As I waited for it to change, something told me to turn right. The light changed and I did so. But when I approached the end of that street, I noticed someone standing at the bus stop, someone in desperate need of help. Of my help. So I pulled over and lowered my blurry passenger window. Strange as it appeared, and if by mere chance, the girl from the bar, the girl Lilly, stood there staring at me. Drenched from head to toes, half her face covered by jet black hair, her eyes said, help me.

She looked frightened, lost.

“Lilly?” I asked. She nodded yes. “Get in, I’ll see that you get home,” I assured.

When she entered my car there was this lifeless feeling about her. Her face and lips, pale from the chill. I shook my head, astounded that I’d sensed a bad feeling. An intuition, perhaps. I asked where I should go, she just looked straight ahead. Something bad had happened. Maybe it was the tall man she left with. Then I asked if she was all right, but again she didn’t answer, just gave me an empty look.

I exhaled and proceeded to drive when I noticed that I was, in fact, on 7th Street. What were the chances? That’s when I found myself passing the flower mart.

“Were you here with that man?” I asked with concern. She nodded yes. “He hurt you?” No answer.

Worried something traumatic had taken place, I offered to take her home. When I asked which way, she pointed straight ahead, her finger shaking, couldn’t talk. I figured I’d best follow her directions.

The streets were flooded, and my wipers kept sloshing the water away, all the while my passenger Lilly spoke not a word. Some first meeting, I thought.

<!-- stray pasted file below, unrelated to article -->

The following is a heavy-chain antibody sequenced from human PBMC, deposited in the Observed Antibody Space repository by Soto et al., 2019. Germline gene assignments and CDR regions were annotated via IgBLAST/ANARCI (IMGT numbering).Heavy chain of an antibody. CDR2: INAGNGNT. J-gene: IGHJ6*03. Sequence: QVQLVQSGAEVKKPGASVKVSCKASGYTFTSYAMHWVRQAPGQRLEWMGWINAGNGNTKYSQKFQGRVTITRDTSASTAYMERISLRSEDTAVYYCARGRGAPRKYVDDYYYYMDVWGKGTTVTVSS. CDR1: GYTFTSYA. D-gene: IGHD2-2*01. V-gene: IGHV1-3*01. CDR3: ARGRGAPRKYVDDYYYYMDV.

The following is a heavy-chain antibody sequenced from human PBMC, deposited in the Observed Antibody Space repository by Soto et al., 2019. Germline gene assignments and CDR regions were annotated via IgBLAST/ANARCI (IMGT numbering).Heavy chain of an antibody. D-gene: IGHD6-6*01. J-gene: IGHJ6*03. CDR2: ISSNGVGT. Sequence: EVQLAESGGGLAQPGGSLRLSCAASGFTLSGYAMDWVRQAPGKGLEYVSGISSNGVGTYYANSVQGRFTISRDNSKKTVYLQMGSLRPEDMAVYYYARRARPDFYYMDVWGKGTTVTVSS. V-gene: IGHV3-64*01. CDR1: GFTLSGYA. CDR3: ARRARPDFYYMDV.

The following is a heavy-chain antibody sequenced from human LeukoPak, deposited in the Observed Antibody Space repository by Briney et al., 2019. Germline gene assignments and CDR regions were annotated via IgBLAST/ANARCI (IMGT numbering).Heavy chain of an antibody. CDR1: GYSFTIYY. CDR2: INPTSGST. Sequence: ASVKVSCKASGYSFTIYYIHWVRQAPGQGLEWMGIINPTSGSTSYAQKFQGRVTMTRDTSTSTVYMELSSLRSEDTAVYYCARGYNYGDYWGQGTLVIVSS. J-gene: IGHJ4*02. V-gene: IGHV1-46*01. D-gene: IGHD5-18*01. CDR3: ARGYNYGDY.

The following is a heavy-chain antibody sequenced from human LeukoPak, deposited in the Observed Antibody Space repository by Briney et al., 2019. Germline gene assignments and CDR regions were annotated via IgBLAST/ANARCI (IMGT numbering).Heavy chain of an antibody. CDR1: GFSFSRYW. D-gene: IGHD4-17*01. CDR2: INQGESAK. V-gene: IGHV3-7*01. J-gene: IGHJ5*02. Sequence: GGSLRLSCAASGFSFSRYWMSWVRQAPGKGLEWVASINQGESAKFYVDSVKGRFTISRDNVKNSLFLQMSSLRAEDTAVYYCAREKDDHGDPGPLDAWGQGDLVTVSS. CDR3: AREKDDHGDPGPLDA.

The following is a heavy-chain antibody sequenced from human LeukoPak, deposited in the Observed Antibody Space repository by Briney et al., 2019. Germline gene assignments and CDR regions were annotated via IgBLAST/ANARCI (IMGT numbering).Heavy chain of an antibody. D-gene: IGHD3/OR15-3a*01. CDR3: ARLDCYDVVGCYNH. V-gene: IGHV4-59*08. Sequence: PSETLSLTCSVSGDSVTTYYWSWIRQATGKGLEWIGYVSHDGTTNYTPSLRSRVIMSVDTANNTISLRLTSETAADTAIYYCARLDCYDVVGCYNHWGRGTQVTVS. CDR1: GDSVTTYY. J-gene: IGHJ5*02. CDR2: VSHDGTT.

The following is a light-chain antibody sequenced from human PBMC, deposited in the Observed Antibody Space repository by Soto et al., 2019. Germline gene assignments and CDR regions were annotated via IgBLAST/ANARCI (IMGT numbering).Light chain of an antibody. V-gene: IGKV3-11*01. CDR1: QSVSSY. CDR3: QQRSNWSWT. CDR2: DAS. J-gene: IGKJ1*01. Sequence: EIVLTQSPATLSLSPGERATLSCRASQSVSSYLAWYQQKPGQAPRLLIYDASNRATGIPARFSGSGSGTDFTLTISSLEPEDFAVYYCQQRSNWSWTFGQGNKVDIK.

But then… something changed.

As I headed away from the flower mart, away from the downtown streets, over the 1st Street bridge, the girl named Lily disappeared. That’s right, just like that. Disappeared out of my seat before I reached the other side.


I went numb.

The only evidence was my soaking wet passenger seat. Almost hit a lamp post when I slid on the wet pavement and came to a scary stop. A shot of whiskey sounded good right there and then. Instead, however, I drove home and sat on my couch wondering what the hell just happened. Was she even real?

Now I was shaking.

Ever since I’ve had trouble sleeping. All I could do was wonder about that strange night. As a security agent, I reported the incident, but the police hadn’t yet found any evidence behind her disappearance. As a matter of fact, Detective Denton looked me square in the face and told me to lay off the gin and tonic. Still, they told me not to worry, that they’d let me know if something came in.

Ever since I’ve had trouble sleeping. All I could do was wonder about that strange night.

Something had happened, and I couldn’t explain it.

And so here at the Moonlighter’s Bar once again, on a Saturday night, I found myself staring into an empty shot glass, wondering what happened to my mysterious girl in the rain.

But that wasn’t the end of it…

Mauricio had suddenly turned up the volume on the overhead TV.

It was breaking news.

A reporter in front of yellow crime-scene tape was sharing the shocking discovery of a missing young woman’s body. She’d been found near some railroad tracks and the 3rd Street bridge, buried beneath a large dumpster, not so far from the flower mart. My jaw dropped when they revealed the name of the victim. Her name was Lilly Harper.

Dave Gamboa is an indie writer who has published four books to date. He loves to read detective stories with a paranormal element, ghost stories, and sci-fi thrillers. His favorite authors are James Patterson, Dean Koontz, Heather Graham, Janet Evanovich, and his reason for writing, Ray Bradbury. Currently, he is working on a mystery ghost story, which he hopes to finish in 2023.